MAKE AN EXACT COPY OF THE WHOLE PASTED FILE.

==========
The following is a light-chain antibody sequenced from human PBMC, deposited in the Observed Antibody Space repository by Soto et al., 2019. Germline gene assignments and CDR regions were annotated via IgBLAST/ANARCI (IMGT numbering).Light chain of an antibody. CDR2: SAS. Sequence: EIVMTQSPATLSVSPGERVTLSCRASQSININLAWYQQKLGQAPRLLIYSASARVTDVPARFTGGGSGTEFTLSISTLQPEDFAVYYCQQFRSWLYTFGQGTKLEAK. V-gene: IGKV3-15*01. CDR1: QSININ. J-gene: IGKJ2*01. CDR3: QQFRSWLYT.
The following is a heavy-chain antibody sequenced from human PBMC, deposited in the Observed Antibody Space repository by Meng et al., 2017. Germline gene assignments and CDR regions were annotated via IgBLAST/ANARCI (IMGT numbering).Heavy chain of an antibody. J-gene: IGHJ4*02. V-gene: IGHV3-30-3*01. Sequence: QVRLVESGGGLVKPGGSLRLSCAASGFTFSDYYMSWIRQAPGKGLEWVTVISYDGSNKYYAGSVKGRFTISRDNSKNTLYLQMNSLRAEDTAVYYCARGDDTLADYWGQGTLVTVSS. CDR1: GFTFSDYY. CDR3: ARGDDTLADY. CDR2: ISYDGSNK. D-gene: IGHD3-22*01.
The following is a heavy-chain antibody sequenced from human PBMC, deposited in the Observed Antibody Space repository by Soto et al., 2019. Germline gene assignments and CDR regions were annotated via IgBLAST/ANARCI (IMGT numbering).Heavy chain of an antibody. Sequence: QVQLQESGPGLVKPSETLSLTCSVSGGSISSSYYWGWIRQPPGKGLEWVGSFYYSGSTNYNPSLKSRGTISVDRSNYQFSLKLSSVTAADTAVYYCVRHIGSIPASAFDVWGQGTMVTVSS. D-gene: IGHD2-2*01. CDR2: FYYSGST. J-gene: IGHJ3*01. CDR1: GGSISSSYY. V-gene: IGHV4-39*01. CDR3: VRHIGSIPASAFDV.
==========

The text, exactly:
The following is a light-chain antibody sequenced from human PBMC, deposited in the Observed Antibody Space repository by Soto et al., 2019. Germline gene assignments and CDR regions were annotated via IgBLAST/ANARCI (IMGT numbering).Light chain of an antibody. CDR2: SAS. Sequence: EIVMTQSPATLSVSPGERVTLSCRASQSININLAWYQQKLGQAPRLLIYSASARVTDVPARFTGGGSGTEFTLSISTLQPEDFAVYYCQQFRSWLYTFGQGTKLEAK. V-gene: IGKV3-15*01. CDR1: QSININ. J-gene: IGKJ2*01. CDR3: QQFRSWLYT.
The following is a heavy-chain antibody sequenced from human PBMC, deposited in the Observed Antibody Space repository by Meng et al., 2017. Germline gene assignments and CDR regions were annotated via IgBLAST/ANARCI (IMGT numbering).Heavy chain of an antibody. J-gene: IGHJ4*02. V-gene: IGHV3-30-3*01. Sequence: QVRLVESGGGLVKPGGSLRLSCAASGFTFSDYYMSWIRQAPGKGLEWVTVISYDGSNKYYAGSVKGRFTISRDNSKNTLYLQMNSLRAEDTAVYYCARGDDTLADYWGQGTLVTVSS. CDR1: GFTFSDYY. CDR3: ARGDDTLADY. CDR2: ISYDGSNK. D-gene: IGHD3-22*01.
The following is a heavy-chain antibody sequenced from human PBMC, deposited in the Observed Antibody Space repository by Soto et al., 2019. Germline gene assignments and CDR regions were annotated via IgBLAST/ANARCI (IMGT numbering).Heavy chain of an antibody. Sequence: QVQLQESGPGLVKPSETLSLTCSVSGGSISSSYYWGWIRQPPGKGLEWVGSFYYSGSTNYNPSLKSRGTISVDRSNYQFSLKLSSVTAADTAVYYCVRHIGSIPASAFDVWGQGTMVTVSS. D-gene: IGHD2-2*01. CDR2: FYYSGST. J-gene: IGHJ3*01. CDR1: GGSISSSYY. V-gene: IGHV4-39*01. CDR3: VRHIGSIPASAFDV.